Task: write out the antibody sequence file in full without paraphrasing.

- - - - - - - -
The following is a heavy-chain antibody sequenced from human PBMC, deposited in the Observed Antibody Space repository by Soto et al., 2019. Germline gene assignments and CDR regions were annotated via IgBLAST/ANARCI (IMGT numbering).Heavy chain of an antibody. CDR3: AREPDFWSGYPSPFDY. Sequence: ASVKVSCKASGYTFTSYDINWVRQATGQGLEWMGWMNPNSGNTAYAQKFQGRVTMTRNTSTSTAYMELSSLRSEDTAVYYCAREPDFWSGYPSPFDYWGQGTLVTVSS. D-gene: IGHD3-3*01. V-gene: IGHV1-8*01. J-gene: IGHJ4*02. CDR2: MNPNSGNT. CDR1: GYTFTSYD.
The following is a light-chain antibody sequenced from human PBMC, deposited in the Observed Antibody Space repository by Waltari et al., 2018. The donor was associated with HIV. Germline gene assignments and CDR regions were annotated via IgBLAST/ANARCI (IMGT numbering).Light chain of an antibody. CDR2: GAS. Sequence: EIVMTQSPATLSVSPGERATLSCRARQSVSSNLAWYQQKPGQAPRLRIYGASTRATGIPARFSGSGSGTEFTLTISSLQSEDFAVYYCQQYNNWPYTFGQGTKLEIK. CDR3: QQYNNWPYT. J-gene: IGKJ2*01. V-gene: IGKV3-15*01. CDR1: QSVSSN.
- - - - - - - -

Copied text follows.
The following is a heavy-chain antibody sequenced from human PBMC, deposited in the Observed Antibody Space repository by Soto et al., 2019. Germline gene assignments and CDR regions were annotated via IgBLAST/ANARCI (IMGT numbering).Heavy chain of an antibody. CDR3: AREPDFWSGYPSPFDY. Sequence: ASVKVSCKASGYTFTSYDINWVRQATGQGLEWMGWMNPNSGNTAYAQKFQGRVTMTRNTSTSTAYMELSSLRSEDTAVYYCAREPDFWSGYPSPFDYWGQGTLVTVSS. D-gene: IGHD3-3*01. V-gene: IGHV1-8*01. J-gene: IGHJ4*02. CDR2: MNPNSGNT. CDR1: GYTFTSYD.
The following is a light-chain antibody sequenced from human PBMC, deposited in the Observed Antibody Space repository by Waltari et al., 2018. The donor was associated with HIV. Germline gene assignments and CDR regions were annotated via IgBLAST/ANARCI (IMGT numbering).Light chain of an antibody. CDR2: GAS. Sequence: EIVMTQSPATLSVSPGERATLSCRARQSVSSNLAWYQQKPGQAPRLRIYGASTRATGIPARFSGSGSGTEFTLTISSLQSEDFAVYYCQQYNNWPYTFGQGTKLEIK. CDR3: QQYNNWPYT. J-gene: IGKJ2*01. V-gene: IGKV3-15*01. CDR1: QSVSSN.